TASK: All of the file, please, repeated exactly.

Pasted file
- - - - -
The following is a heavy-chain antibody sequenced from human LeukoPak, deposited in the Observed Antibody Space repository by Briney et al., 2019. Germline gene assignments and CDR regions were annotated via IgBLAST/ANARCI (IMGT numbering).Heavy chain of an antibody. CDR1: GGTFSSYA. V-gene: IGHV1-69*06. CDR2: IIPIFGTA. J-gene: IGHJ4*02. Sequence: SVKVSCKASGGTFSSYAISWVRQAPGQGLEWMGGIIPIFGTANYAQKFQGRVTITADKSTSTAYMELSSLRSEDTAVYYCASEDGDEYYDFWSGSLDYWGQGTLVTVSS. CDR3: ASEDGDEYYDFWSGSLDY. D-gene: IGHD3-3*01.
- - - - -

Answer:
The following is a heavy-chain antibody sequenced from human LeukoPak, deposited in the Observed Antibody Space repository by Briney et al., 2019. Germline gene assignments and CDR regions were annotated via IgBLAST/ANARCI (IMGT numbering).Heavy chain of an antibody. CDR1: GGTFSSYA. V-gene: IGHV1-69*06. CDR2: IIPIFGTA. J-gene: IGHJ4*02. Sequence: SVKVSCKASGGTFSSYAISWVRQAPGQGLEWMGGIIPIFGTANYAQKFQGRVTITADKSTSTAYMELSSLRSEDTAVYYCASEDGDEYYDFWSGSLDYWGQGTLVTVSS. CDR3: ASEDGDEYYDFWSGSLDY. D-gene: IGHD3-3*01.